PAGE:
Love football and luxury fashion? You’d love these collections by Balenciaga, Burberry, Off-White and Versace

With the UEFA European Football Championship in full swing, we bring you the best of an unlikely union – football and luxury fashion

It seems bizarre to imagine that luxury fashion has a place in football, something long seen as a working-class sport, but the two worlds have overlapped since the ‘80s, when the terrace subculture was alive and rampant. Crucially, the constant peacocking and one-upmanship have led to the eventual entrance of luxury brands such as Burberry, Gucci, Prada and Stone Island to football stands, as fans (or “casuals”, as they were known) sought to continually outdo each other in a sartorial sense. Today, the association between luxury and football is closer – given the fact that Balenciaga and Versace, amongst others, have both released football jerseys as part of their AW20 and 18 collections respectively. With the UEFA European Championship in full swing, we revisit some of the best collaborations between football and luxury streetwear.

Balenciaga football jersey
Balenciaga’s interpretation of the football jersey was one that controversially divided opinions

Balenciaga’s FW20 football shirts

Of all the pieces in the Demna Gvasalia-led Balenciaga AW20 drop, it is arguably the three football shirts that divide opinion the most. By selling a shirt that looks like it was inspired by the stylistically-basic 2002 Manchester United goalkeeper jersey for US$780 (S$1,050), one wonders if it is yet another case of tasteless class appropriation, or if it is another yet another expensive joke being made at the expense of luxury consumers.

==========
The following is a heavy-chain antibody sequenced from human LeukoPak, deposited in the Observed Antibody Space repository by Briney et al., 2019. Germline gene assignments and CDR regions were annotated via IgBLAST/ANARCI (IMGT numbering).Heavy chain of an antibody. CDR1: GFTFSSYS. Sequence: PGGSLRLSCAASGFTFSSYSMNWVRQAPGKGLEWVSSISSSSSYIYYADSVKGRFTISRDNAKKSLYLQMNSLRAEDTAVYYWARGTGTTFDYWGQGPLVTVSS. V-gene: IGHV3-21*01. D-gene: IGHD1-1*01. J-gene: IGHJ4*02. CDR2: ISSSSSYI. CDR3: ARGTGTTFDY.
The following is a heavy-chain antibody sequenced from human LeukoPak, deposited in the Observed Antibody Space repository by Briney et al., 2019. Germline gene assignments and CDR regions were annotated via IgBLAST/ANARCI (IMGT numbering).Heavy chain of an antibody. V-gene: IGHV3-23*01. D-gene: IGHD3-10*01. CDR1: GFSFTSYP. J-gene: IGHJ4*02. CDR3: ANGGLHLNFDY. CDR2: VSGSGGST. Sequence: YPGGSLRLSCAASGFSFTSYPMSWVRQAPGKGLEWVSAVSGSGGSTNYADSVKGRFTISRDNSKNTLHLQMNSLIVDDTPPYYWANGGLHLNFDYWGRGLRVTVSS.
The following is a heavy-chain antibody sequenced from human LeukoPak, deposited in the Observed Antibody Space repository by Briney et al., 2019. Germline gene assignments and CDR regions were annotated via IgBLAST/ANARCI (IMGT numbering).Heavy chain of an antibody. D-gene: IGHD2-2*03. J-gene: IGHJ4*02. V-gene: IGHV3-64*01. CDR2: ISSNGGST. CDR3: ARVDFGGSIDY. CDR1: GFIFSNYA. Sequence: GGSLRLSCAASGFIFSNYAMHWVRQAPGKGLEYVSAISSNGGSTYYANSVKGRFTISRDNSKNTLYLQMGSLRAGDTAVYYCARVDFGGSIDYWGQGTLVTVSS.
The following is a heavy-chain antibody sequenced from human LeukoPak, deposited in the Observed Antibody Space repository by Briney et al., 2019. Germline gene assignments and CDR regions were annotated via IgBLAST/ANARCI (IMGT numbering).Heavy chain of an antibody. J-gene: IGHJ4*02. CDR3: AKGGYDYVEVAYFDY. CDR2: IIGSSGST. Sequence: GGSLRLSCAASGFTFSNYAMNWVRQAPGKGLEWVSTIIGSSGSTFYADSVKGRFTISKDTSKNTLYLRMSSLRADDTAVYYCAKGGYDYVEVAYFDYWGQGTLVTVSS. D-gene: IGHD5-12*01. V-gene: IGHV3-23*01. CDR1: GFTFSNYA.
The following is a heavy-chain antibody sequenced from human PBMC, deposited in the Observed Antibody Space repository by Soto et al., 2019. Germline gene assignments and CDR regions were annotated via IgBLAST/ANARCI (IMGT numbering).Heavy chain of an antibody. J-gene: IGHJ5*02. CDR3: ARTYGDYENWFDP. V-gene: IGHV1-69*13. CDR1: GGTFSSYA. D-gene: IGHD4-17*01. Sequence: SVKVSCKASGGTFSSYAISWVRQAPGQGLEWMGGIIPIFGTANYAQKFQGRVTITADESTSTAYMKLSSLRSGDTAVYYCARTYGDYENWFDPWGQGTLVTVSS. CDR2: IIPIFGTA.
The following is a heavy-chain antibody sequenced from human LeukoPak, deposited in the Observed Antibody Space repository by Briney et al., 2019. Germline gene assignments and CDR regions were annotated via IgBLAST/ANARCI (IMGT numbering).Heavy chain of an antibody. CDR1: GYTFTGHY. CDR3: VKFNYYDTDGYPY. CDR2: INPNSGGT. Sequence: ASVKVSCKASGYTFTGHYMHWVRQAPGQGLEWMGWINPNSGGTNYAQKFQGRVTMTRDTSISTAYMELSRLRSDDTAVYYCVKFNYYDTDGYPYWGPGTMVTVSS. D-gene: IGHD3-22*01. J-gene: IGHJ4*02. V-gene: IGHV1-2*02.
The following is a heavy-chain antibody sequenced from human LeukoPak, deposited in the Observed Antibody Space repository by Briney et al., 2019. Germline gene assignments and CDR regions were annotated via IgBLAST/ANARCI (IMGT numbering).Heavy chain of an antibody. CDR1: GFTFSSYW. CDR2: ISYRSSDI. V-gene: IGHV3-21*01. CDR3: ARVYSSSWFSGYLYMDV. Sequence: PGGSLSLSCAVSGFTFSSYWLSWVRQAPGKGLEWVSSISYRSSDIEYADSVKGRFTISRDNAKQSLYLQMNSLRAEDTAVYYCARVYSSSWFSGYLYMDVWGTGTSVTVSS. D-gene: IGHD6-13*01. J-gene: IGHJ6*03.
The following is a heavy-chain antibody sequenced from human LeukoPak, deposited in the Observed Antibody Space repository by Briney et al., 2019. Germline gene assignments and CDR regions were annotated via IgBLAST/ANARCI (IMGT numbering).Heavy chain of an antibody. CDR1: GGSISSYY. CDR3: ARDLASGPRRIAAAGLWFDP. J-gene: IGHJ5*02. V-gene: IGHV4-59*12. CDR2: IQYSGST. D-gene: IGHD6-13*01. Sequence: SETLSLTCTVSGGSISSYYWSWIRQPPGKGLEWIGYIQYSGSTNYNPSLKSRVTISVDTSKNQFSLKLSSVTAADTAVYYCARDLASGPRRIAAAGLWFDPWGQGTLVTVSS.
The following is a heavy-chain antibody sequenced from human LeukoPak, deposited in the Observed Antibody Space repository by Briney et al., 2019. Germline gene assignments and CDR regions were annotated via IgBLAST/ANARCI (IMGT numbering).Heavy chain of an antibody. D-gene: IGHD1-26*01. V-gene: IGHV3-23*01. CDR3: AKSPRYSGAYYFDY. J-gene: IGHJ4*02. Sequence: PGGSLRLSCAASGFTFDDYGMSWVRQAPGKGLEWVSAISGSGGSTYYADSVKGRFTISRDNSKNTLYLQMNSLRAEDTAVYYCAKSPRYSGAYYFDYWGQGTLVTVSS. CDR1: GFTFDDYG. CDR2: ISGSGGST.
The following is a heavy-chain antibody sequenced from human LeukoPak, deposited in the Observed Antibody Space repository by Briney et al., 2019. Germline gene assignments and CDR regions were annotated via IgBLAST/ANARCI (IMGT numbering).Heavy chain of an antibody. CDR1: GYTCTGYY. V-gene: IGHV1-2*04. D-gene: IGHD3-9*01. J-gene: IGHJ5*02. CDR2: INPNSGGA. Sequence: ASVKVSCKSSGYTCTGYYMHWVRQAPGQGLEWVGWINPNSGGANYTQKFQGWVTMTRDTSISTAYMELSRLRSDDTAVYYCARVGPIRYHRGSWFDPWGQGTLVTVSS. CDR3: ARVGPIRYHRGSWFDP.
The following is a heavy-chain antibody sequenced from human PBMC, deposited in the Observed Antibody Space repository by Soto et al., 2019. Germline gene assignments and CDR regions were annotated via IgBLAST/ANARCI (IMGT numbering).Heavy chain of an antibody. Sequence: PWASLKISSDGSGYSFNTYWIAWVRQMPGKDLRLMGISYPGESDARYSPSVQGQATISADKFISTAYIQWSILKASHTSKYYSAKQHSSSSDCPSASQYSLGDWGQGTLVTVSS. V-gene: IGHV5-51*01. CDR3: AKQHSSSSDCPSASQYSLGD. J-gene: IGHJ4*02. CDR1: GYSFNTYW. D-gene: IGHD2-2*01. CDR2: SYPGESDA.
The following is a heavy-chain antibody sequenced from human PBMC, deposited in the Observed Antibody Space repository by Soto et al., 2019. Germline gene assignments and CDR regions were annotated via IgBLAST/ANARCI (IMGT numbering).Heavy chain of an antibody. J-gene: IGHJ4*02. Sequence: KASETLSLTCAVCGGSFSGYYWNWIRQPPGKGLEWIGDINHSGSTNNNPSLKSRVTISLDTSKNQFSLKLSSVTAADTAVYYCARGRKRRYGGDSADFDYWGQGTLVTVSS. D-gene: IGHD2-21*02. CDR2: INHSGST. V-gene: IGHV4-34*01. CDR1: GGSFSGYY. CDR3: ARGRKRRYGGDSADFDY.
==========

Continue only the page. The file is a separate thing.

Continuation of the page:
Gosha Rubchinskiy x Burberry
Gosha Rubchinskiy’s collaboration with Burberry paid tribute to the unofficial uniform of football “casuals” in the ’80s

Burberry’s SS18 collection

Drawing inspiration from the above-mentioned terrace subculture, Gosha Rubchinskiy collaborated with Burberry for its SS18, bringing back the iconic Nova Check. Often worn by football “casuals”, it was part of the unofficial uniform worn by football hooligans in the ’90s. Consisting of simple trench coats and Harrington jackets, Gosha’s collection is a throwback tribute to British footballing cultural heritage.


Off-White Football Mon Amour
Off-White’s Football, Mon Amour collection is the stuff of footballer dreams

Off-White’s Football, Mon Amour collection

Virgil Abloh’s first and only football collab project to date largely featured football gear, from a ball and goalkeeper gloves to hoodies and trackpants. Unveiled by mercurial French superstar Kylian Mbappé, the highlights of the collection included a black-and-white checkered Netherlands shirt, two colourways of the Nike Zoom Fly Mercurial Flyknit trainer and a pair of Mercurial Vapor 360 cleats in a limited-release orange colourway.


Versace’s AW18 collection

By June 2018 – also around the time where clubs release their new kits for the upcoming season – Versace had released a series of its own football-inspired kits. The first featured black pinstripes running down a white base, complemented by Versace taping running down the shoulders and side of the shirt, and embellished by gold and red baroque print graphics where the manufacturer logo and club crest are traditionally found. The second and third shirts are similar in design, with the only stylistic difference being colour. The shirts feature a Baroque crest placed in the middle of the chest – combined with the dual-tone stripes, it contributes to the overall retro vibe of the shirts.


Yohji Yamamoto’s Real Madrid kit

In 2014, Adidas got renowned Japanese designer Yohji Yamamoto to help design the third kit for Spanish superclub Real Madrid. Making its appearance in UEFA’s elite European club competition, the Champions League, the all-black colour scheme with the combination of the two mythical dragon beasts interlaced across the front of the shirt reflected Yamamoto’s signature subdued, monotone aesthetic. In addition to the shirt, Yamamoto also designed two pairs of eye-catching football boots for Adidas, featuring a blend of traditional and modern aspects of Japanese culture in a design that’s “spiritually connected” between the past and the future.

Yohji Yamamoto